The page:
The Hero Archetype

    The Hero archetype uses two paths. The first of these is mythology. The life and death of mythological heroes is an example of the inner struggle with lower instincts that is given by the birth in a material body. If a person, longing for moral revival, falls to the instinctual sphere of his own existence, and if he sees the monstrosity of his negative realities long concealed by an artificial personality, he will need to find the courage of the fearless hero to overcome the power of evil qualities and inclinations with which he has nearly merged after many years of coexisting with the mask of personality.  If the hero exposes his animal instincts to the light of the world, even the most terrifying dragon will be a cuddly little lap dog against them. The inner spiritual process of each person is in a certain phase analogous to the mythology of mankind, which is a divine gift in countless variations for all inward-looking people.  Mythology's existence thus paved a path for man to the foundation of humanity’s collective unconscious, and he can draw strength and understanding from this foundation for his arduous spiritual journey. 

    The second path of the Hero archetype is psychology. In this part of the archetype the mythological elements completely disappeared, though the essence of the hero remained. Once man enters the stream of the archetype, he is bound to go through the subsequent scheme:

  1. Birth of the hero (abandoning the Puer – Divine Child archetype)
  2. Overcoming fear
  3. Longing for a meaningful life
  4. Finding intuition
  5. The hero as a guide through other archetypes of the Circle of the Renewal Process
  6. Hero and dictator
  7. Hero and lynch
  8. Finding compassion
  9. Death or voluntary submission as departure from previous existence
  10. Entrance to new life (rebirth from the ashes of the past as the mythical Phoenix) and finding the ideal world or ideal existential state (entrance to the Circle of Being)


If a person has not mastered a given point of the scenario, he will continue to return to it, especially in dreams. The complexity of the Hero archetype (despite the division into a mythological and psychological part) emphasizes the intertwining of the archetype with all archetypes of the Circle of the Renewal Process, in which the hero helps to advance through the individual processes.

The hero is an irreplaceable guide in these archetypes:

  1. Themes of the Apocalypse
  2. Treasure
  3. Shadow
  4. Anima – Animus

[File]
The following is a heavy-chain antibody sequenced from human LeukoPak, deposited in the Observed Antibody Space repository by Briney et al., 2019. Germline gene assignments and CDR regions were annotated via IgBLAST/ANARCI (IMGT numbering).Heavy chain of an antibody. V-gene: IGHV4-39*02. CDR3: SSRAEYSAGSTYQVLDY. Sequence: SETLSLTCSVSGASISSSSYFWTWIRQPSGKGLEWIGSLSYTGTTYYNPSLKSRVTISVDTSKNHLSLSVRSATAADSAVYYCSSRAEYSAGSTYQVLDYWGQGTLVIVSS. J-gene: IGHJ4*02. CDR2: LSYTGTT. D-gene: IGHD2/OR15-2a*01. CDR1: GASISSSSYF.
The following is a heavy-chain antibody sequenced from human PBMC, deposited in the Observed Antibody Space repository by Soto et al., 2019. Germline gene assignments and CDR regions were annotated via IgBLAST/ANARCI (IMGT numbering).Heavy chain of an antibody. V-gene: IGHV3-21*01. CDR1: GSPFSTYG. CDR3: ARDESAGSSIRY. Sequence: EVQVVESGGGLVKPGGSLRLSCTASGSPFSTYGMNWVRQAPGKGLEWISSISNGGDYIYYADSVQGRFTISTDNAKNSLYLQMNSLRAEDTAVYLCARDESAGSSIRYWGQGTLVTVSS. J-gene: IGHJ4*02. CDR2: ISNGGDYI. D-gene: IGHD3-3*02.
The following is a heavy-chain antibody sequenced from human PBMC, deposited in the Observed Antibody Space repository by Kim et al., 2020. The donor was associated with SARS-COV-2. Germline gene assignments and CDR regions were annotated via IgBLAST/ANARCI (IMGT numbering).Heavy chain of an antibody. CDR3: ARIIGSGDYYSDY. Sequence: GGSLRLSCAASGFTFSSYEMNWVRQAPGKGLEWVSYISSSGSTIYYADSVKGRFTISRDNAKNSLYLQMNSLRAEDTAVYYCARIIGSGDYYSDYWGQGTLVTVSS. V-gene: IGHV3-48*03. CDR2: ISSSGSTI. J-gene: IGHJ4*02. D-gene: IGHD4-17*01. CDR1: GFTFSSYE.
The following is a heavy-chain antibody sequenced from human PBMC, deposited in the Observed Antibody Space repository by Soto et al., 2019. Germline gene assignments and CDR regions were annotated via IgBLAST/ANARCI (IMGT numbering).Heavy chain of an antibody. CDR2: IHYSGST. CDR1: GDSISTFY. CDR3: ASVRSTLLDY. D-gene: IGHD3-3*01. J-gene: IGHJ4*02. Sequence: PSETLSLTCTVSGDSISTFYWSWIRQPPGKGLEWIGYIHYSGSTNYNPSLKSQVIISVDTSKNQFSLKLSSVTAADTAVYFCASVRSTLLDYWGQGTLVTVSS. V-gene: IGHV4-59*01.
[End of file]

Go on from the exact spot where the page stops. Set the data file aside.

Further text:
5. Wise Old Man
  6. Attentiveness
  7. UFO – Initiation Ceremonies
  8. BPM (Basic Perinatal Matrix)
  9. Future and Past Visions
  10. Active Imagination
  11. Alchemist

    The hero, on whom we impress the seal of our daily experience, has in the unconscious one immense advantage that makes him invincible. He has infinite lives, no death can stop him, no bars can imprison him, no distance can separate him and he seems to be infinitely strong. Yet we know that Greek mythology also had an "invincible" hero named Achilles. He was the son of the sea goddess Thetis, who out of her love for him submerged his entire body, except the heel that she was holding, in the river Styx. Achilles' body was covered with an invisible armor, and thus the Greek hero with thoroughly human qualities, and much arrogance to boot, became nearly invincible. It is perhaps due to his human qualities that he became, not only in the Greeks' eyes, the most magnificent figure in all of Greek mythology. Yet this hero, whom I would call "outer" (facing the world), had one vulnerable place – the heel. Our inner hero also has a similarly vulnerable place. The figure of heroic Achilles advises us to understand this negative quality as arrogance, and others can then be derived from it: pride, superiority, superciliousness. These are traits that can stop the inner hero from walking the paths of the unconscious. Much attention will have to be placed on these traits, since the evil that the hero opposes is not stupid; evil unscrupulously exploits the "Achilles heel" of everyone, even of the intrepid inner hero.

    Not every hero in our dreams is linked to the archetype of the Hero. We can only differentiate them by the tasks that the hero performs. If this task is moral improvement, then the hero certainly belongs to the same archetype. If, however, it is merely an action hero through which man feeds his consciousness in everyday life, then it is just an empty and soulless shell of a hero without content or goals. Such a hero belongs to the archetype of the Persona or to the Shadow archetype, even if he seemingly acts in the interest of good. Nevertheless, he is constantly in the clutches of the personality, or as an unconscious evil it repays with evil.


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